a c c o u n t s d e m y s t i f i e d
Trading in foreign currencies
Suppose you sold some products to a customer in the USA for $7,000 to
be paid 90 days after the date of the transaction. You would translate the
$7,000 into pounds sterling at the exchange rate prevailing on the day
of the transaction and enter the transaction in your accounts. Assume
the exchange rate was $1.75 to the pound; this would make the $7,000
When the American customer pays (90 days later), the exchange rate is
likely to be different. Assume it is $1.60 per £; this would mean that the
customer is effectively paying you £4,375, when your accounts say you
should be getting £4,000. By waiting 90 days to be paid, you have made a
profit of £375.
This profit is known as an exchange gain. Naturally, if the exchange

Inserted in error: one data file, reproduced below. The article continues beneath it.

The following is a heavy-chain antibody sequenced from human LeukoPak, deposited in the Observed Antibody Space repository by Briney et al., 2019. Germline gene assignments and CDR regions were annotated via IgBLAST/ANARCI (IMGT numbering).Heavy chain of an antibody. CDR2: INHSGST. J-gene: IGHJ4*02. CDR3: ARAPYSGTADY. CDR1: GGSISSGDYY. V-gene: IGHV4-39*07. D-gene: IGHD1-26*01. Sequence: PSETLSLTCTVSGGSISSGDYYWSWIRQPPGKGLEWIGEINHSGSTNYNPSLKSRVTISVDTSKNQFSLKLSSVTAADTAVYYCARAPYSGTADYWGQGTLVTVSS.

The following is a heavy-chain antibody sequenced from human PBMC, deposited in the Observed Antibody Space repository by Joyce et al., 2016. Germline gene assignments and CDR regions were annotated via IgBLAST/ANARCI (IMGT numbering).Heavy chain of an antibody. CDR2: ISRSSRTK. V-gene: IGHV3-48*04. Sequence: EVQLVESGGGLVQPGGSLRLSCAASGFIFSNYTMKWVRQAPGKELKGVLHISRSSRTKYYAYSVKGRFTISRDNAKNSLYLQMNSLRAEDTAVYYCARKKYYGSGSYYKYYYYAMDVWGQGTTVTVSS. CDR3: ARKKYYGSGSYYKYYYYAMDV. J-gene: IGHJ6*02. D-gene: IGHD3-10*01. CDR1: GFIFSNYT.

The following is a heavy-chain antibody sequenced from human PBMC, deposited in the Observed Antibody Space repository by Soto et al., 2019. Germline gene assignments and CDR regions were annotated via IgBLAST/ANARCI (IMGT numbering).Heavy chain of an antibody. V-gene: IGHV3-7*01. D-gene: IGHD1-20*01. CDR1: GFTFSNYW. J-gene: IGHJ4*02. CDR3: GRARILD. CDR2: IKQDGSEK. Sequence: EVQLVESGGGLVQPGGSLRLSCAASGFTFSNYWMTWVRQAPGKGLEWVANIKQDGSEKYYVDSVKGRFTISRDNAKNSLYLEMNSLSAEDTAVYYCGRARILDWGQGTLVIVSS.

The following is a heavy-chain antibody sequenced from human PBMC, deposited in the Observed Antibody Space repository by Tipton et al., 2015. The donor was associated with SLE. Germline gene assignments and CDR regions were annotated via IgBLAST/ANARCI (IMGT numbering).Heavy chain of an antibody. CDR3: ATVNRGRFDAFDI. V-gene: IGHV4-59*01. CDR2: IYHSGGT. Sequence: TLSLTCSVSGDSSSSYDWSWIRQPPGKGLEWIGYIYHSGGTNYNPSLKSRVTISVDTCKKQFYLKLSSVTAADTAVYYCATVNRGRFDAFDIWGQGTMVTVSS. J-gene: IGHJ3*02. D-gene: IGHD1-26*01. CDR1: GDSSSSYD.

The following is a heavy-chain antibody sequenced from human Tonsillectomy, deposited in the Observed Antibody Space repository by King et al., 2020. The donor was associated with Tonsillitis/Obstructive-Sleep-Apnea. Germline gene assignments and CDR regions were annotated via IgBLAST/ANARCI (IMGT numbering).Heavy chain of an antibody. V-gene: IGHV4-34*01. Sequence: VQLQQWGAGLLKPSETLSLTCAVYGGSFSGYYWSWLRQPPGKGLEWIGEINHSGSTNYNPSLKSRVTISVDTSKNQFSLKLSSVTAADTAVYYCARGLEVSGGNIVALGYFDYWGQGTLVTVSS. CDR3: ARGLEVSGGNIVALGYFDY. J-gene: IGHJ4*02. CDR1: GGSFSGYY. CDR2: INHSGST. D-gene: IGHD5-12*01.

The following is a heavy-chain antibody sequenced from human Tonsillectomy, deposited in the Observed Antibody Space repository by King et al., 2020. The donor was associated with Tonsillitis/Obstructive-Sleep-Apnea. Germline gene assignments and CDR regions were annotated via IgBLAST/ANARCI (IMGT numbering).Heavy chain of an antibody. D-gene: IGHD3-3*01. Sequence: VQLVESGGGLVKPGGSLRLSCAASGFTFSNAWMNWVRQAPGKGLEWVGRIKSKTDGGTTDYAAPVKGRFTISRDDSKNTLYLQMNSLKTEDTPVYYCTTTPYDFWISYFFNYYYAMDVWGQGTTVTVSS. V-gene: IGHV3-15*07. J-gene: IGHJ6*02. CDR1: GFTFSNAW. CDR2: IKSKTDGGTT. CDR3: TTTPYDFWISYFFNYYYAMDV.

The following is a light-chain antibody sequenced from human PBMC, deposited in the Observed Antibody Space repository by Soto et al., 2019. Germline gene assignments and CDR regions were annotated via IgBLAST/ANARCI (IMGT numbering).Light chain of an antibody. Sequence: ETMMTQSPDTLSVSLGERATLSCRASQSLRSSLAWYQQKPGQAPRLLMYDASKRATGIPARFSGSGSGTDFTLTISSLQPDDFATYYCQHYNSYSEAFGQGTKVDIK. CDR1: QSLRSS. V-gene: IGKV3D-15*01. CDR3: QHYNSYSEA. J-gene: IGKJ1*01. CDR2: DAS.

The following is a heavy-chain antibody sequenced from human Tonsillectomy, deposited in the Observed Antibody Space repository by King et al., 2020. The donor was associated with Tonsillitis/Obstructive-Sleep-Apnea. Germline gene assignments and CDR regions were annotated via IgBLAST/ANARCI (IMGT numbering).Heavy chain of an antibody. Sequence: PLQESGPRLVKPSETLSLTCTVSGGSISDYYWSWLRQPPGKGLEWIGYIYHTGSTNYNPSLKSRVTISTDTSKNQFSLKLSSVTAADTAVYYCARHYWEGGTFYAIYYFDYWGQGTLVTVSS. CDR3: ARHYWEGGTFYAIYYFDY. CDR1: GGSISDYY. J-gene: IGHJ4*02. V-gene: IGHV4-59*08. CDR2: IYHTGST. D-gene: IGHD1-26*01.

rate had gone the other way, you would have made an exchange loss. If
these exchange gains or losses are material, they will be disclosed in the
accounts of the company.
Presumably, if a large proportion of your sales are overseas, your profits could be
substantially affected by exchange gains or losses?
Yes, it’s a major issue for some companies. Such companies employ
people in their finance departments to hedge the exposure. This means
creating an exposure to the foreign currency in a way that is equal and
opposite to the exposure you have from the original transaction. Then,
whatever happens to the exchange rate, you should end up with the same
amount of money in your own currency.
You would be surprised, however, how many companies choose not to
hedge their exposure, in the hope of making an exchange gain. Effectively
they are speculating on the currency markets. This is what banks have
whole departments doing 24 hours a day. Ordinary companies really
should not be trying to beat the banks at their own game – they won’t be
able to in the long run and are virtually certain to end up making more
losses than gains.